One woman knows what she saw from the witness stand in 1998.
To this day, she remains convinced that former Akron police Capt. Douglas Prade killed his ex-wife.
Another former juror from the case, however, now feels “justice has been served” with Prade’s release from prison.
In the aftermath of last month’s Summit County court order that freed Prade and exonerated him in the slaying of Dr. Margo Prade, the Beacon Journal attempted to reach the 12 jurors and four alternates from his trial for comment on Common Pleas Judge Judy Hunter’s stunning decision.
That decision, after four days of evidentiary hearings in Hunter’s court in October, was based on new analysis of male DNA profiles found in the bite-mark evidence — a much more sophisticated analysis than was scientifically possible when the crime occurred.
Two of the former jurors agreed to speak on the record. Others could not be reached or declined to comment. In some cases, others who spoke for members of the original panel said age and illness had affected their memories of the trial.
Stands by verdict
The killer left a bite mark on her left arm, according to evidence never in dispute since the day Margo Prade was shot to death in 1997.
Only the bottom teeth made an imprint.
Stow resident Anne Lapuh cannot shake the images of the bite-mark evidence, she says, because forensic dental impressions of the captain’s teeth fit into place perfectly.
Recalling in precise detail what she saw in trial testimony, Lapuh said the doctor’s lab coat was “starched very stiffly, and that bite mark had his bottom teeth imprinted in it.”
Prosecutors had presented dental impressions of Douglas Prade’s lower teeth, “and the image of his teeth fit right in,” Lapuh said. “He had crooked teeth and they fit right in, like a little puzzle. And it was just so exact.
“Sitting there on that jury,” Lapuh said firmly, recalling the images from more than 14 years ago, “you know what you saw.”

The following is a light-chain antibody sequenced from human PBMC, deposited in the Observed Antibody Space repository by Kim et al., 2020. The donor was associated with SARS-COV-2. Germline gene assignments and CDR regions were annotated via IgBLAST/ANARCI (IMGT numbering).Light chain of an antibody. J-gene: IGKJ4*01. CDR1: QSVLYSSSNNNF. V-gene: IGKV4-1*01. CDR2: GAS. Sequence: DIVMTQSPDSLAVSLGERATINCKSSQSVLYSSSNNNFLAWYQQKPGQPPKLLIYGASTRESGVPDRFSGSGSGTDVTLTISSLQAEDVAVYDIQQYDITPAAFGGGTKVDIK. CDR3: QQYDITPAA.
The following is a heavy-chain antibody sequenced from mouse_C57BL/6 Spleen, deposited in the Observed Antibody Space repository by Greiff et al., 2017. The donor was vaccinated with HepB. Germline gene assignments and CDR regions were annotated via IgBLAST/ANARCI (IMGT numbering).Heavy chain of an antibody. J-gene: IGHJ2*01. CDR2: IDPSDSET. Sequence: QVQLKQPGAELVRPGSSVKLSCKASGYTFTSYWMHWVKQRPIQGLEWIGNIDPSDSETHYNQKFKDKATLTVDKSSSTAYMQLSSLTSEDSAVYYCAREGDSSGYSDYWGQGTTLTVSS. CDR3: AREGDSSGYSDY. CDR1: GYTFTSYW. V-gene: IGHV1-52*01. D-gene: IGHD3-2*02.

In last October’s hearings before Judge Hunter, two forensic scientists testified for hours on Prade’s behalf. Both said his DNA profile was excluded in the latest tests of the bite-mark evidence.
Hunter’s ruling called the expert testimony “clear and convincing” evidence that Prade is “actually innocent of aggravated murder.”
Lapuh says she is not convinced.
In a Beacon Journal interview this month, she said flatly: “I can’t get past the bite mark. I know they have DNA, but how accurate is the test? I know DNA is accurate, accurate, but it has been a long time.
“If he really did not do it, then good, I’m glad he’s free. But I really think he did it,” Lapuh said. “I mean, who else would have done it?”
Thrilled with exoneration
Akron resident Elizabeth A. Feeney, the only other member of the original Prade jury panel to discuss the trial and exoneration, said she was “absolutely thrilled” when she heard the Jan. 29 news of Hunter’s order.
“Yes, I was, and I am,” Feeney told the Beacon Journal. “I will tell anybody who will listen that I am absolutely thrilled for him and his family, and everyone involved, that he is a free man. And I hope he stays that way.”
Feeney, a retired faculty member at Southern Ohio College in the graduate placement department, recalled her thoughts in the days before opening statements at Prade’s trial, Sept. 1, 1998.
“First of all, I don’t think that his case was a slam dunk going in, although I feel a lot of people did, including the media. A lot of people just had him tried and convicted before he even went to trial,” Feeney said.